Shokupan – The easiest Japanese Milk Bread Recipe

AuthorYun Zhang JohnCategoryDifficultyIntermediateRating
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Yields2 Servings
Prep Time3 hrs 30 minsCook Time30 minsTotal Time4 hrs

Shokupan is a fun word to say, directly translated, it means “food bread”. If you’ve never heard of it, then which rock have you been living under? Japanese milk bread or Shokupan has been gaining popularity for a number of years, and now they are everywhere!

And for good reason.

So what is Shokupan?

Shokupan is a feathery soft and fluffy white loaf of bread with origins from Japan. Eaten as toasts or made into various delicious sandwiches, it’s enjoyed as an everyday bread in Japan. It has a mild, pleasing taste…slightly sweet…definitely milky with a hint of saltiness to balance things out.

However, it is its texture that most people will remember. While warm, you can pull strands of Shokupan apart and eat it like cotton candy. After it’s cooled down and sliced, the bread has a bouncy integrity that both yields to creamy sandwich fillings like the Japanese Tamago (egg) or fruit Sandos, while holding up meatier fillings like Pork Katsu Sando.

Not unlike its cousin, the North American sliced bread sold in plastic bags in every grocery store, Shokupan has minimal crust and pillowy interior. However, the resemblance stops there. Japanese milk bread is enriched and has way more fat. In fact, 7 times more, either coming from milk, butter or in this case, cream.

Shokupan Vs. Hokkaido Milk bread

To be honest, I’m not really sure of the difference. Except that Hokkaido milk breads have a slightly sweeter flavour than the more ubiquitous Shokupan. So unless you are using milk, butter or cream from Hokkaido prefecture in Japan…can you really call your loaf Hokkaido milk bread?

Some VERY necessary equipments

Before you dive into the recipe, please consider the following.

1. The digital scale.

I’ve been using my scale to make all breads for a while now and I’ve got to say that it just makes sense. Bread making is a precise science and to get it to work every time, you’ve got to start with the right proportion of ingredients.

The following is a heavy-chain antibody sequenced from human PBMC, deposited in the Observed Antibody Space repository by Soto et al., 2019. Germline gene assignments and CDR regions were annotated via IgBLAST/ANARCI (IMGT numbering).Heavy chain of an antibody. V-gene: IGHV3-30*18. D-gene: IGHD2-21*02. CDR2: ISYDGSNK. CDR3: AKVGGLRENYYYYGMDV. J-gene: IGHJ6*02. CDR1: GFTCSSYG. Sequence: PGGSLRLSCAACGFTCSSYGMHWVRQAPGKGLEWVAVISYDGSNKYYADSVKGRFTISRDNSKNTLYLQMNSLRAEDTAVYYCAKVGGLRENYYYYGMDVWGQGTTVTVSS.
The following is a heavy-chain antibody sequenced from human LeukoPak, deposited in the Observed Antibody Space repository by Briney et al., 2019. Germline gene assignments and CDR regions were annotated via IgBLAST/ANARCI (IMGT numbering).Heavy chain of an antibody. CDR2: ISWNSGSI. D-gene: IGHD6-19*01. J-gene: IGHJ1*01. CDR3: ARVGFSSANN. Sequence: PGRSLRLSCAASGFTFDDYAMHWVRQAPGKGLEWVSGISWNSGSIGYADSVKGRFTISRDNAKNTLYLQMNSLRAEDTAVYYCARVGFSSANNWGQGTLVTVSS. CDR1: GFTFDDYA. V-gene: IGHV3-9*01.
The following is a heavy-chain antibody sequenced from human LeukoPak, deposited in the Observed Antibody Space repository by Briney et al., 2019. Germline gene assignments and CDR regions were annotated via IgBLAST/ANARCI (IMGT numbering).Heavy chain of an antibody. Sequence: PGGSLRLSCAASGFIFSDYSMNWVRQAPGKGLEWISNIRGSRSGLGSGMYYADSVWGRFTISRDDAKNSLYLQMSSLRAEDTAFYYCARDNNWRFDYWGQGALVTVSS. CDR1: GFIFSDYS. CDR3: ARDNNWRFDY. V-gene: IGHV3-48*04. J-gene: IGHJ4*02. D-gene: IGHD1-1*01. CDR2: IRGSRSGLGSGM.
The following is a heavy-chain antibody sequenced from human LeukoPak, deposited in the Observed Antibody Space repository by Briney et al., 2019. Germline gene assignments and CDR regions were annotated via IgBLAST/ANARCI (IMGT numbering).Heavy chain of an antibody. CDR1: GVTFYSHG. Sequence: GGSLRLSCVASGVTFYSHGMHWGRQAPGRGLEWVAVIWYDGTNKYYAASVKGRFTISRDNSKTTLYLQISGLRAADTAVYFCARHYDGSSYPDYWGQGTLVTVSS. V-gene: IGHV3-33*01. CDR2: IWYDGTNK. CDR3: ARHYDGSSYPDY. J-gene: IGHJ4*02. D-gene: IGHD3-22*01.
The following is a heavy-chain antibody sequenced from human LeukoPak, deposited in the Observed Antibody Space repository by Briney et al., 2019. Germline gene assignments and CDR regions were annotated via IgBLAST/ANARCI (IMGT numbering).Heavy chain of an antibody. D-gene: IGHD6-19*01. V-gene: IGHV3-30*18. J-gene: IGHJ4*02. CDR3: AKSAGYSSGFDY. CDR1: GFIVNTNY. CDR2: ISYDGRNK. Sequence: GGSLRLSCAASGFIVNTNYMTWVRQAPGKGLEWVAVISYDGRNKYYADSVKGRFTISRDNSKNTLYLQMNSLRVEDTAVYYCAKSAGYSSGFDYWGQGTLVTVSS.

For example, this recipe is simple to do because it calls for just one bowl and a scale. Everything is measured in one go, making it accurate, mess-free and so easy.

2. A stand mixer

There are many breads that you can make by hand…but this isn’t one of them. This is a high hydration dough, which means two things. First, you will end up with a very soft moist bread and second, it’s super messy to handle. And handle it you must.

This dough calls to be kneaded until it passes the “windowpane test”. Basically, where you can stretch it really really thin, without tearing it, until it’s see through. It took my mixer 20min to get there…I don’t about you, but my arms just don’t have that kind of stamina.

3. Pullman loaf pans

You can of course use a standard loaf pan (9" x 5" x 2.5" OR 23 x13 x 6cm) for like banana bread or something. But simply put, it won’t look as impressive or typical of a Shokupan. Pullman loaf pans are smaller and taller, mine are (8" x 4.5" x 4.5" OR 20 x 11 x 11 cm) so it encourages the doughs to rise higher. It also comes with a lid so you can opt for a closed bake where you end up with a geometrical loaf. And bonus points for being super doper non-stick that I don’t ever have to grease it!